Clark County comes together for National Recovery Month

Published 12:42 pm Monday, September 9, 2019

It’s no secret that addiction plagues Clark County. 

Overdose deaths were up last year, according to the 2018 Overdose Fatality Report released in July. According to the latest report, Clark County had 19 overdose deaths, with a drug overdose death rate of 51.16. And overdose deaths are on the rise this year, too, Clark County Coroner Robert Gayheart previously told The Sun. 

Amber Fields, program director at Achieving Recovery Together (ART), said there’s been a dangerous rise in methamphetamine use, and she’s not so sure the epidemic is weakening its grasp on Clark County anytime soon. 

Email newsletter signup

“I wish that I could say that it’s getting better,” Fields said. “I’d like to say that I think it would be a whole lot worse if we didn’t have Narcan training and the resources that we have within our community, but this epidemic is bad.”

“The only way we can even combat that is to work together as a community,” ART Executive Director JuaNita Everman added. “We have no chance otherwise.”

It’s a complicated issue, not easily solved, Fields said, but it’s also no secret people in Clark County are trying. 

Over the years, local organizations have made a more concerted effort to tackle the opioid epidemic. The Clark County Health Department established the needle exchange program. The Clark County KY Agency for Substance Abuse Policy (ASAP) provides frequent Narcan trainings and partners with several other community organizations to educate and bring awareness of the issue to the public. 

ART formed, tasking its peer support specialists with going into hospitals after someone has overdosed. There are recovery meetings nearly every night, all over town. 

For every person battling their addiction, there is someone in recovery, Fields said. And that provides hope, Everman said. 


September is the time to focus and celebrate those in recovery. 

Every September, the Substance Abuse and Mental Health Services Administration (SAMHSA)  sponsors National Recovery Month to increase awareness and understanding of mental and substance use disorders and celebrate the people who recover. 

Everman said Clark County started celebrating Recovery Month in 2016. 

“We kind of started just to celebrate those who have made it in recovery and continued long term recovery,” she said. 

Alisa Bickham, recovery coach with ART, said Recovery Month is all about bringing awareness and education of recovery and addiction to the community. Fields said it’s also about breaking the stigma. 

In 2019, SAMHSA celebrates the 30th anniversary of Recovery Month, marking three decades of spreading the message that treatment is effective, and people can and do recover every day, according to its website.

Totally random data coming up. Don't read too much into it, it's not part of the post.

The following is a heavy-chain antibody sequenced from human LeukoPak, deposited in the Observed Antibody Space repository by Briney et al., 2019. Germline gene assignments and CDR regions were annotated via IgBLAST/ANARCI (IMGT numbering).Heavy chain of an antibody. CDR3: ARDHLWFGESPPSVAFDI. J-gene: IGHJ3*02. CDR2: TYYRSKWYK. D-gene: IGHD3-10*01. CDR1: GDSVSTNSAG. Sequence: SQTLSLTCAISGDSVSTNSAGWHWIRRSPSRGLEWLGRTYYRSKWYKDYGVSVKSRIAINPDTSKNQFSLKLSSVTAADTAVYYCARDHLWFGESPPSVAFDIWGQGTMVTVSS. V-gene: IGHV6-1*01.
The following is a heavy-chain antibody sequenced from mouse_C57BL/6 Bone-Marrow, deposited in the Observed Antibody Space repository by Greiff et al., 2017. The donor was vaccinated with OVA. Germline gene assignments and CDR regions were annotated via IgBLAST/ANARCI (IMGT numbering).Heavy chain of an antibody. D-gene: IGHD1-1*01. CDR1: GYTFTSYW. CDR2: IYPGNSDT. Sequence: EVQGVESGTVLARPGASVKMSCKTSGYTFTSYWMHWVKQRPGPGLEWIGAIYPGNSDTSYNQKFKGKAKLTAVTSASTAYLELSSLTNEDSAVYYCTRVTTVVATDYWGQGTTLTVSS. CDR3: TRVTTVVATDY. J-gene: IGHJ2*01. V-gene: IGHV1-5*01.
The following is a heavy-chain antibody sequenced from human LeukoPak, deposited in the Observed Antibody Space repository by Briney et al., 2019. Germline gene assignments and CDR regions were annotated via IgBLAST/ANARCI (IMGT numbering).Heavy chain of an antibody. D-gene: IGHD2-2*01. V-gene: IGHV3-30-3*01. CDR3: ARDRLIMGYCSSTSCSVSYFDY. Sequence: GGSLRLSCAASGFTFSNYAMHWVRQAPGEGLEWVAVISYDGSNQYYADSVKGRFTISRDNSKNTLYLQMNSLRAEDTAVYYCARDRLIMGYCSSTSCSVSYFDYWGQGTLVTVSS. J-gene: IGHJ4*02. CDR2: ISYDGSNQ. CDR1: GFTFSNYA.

“I think it just shows you can’t quit,” Everman said of the month’s 30th anniversary. “You gotta continue to fight.”

Through the years, Recovery Month has promoted and supported new evidence-based treatment and recovery practices, the strong and proud recovery community, and dedication of service providers and community members across the nation who make recovery in all its forms possible.

“This is the 30th anniversary, you don’t quit,” she said. “…But you feel like it a lot of times, especially when you lose one. And you think, ‘what am I doing? Why am I doing this?’ And then you think about that, ‘just one more. Yeah. Just one more.’”

Fields said she thinks people are finally beginning to realize the scope of the problem, that it is affecting people at all levels, across the board in regards to socioeconomic status, race, gender and more. 

“Our understanding of things change,” Fields said. “Addiction is still a monster… and it doesn’t discriminate.”


The 2019 Recovery Month theme, “Join the Voices for Recovery: Together We Are Stronger,” emphasizes the need to share resources and build networks across the country to support the many paths to recovery. It reminds us that mental and substance use disorders affect all of us and that we are all part of the solution. 

“It takes us all to share our resources, to work together, to kind of know what the right hand left hand is doing,” Everman said. “You can have all kinds of committees and all kinds of people trying to do something, but if you don’t know what each other’s doing, then you’re going to work better together.”

The Recovery Month observance will highlight inspiring stories to help thousands of people from all walks of life find the path to hope, health, and overall wellness.

One story in Clark County is that of Kelly Lane Hopkins, who shared her story with The Sun in June and will share it again Saturday at the showing of “Ben is Back” at the Leeds Center for the Arts. 

Fields said Hopkins’ story is a true testament to the power of community organizations coming together. It was through the support of drug court, Celebrate Recovery, ART and other organizations that helped Hopkins through her journey of recovery. 

She is now working at DV8 Kitchen and as a peer support specialist, hoping to give back and support others who are where she once was. 

Fields said it’s important for people to put a face to the testimonies as people need to remember addicts are someone’s mother, daughter, brother, sister, etc. 

“Those that don’t understand addiction, they get to see somebody that doesn’t look exactly like what they envisioned,” she said. 

Everman said she hopes sharing the stories of those in recovery gives people hope.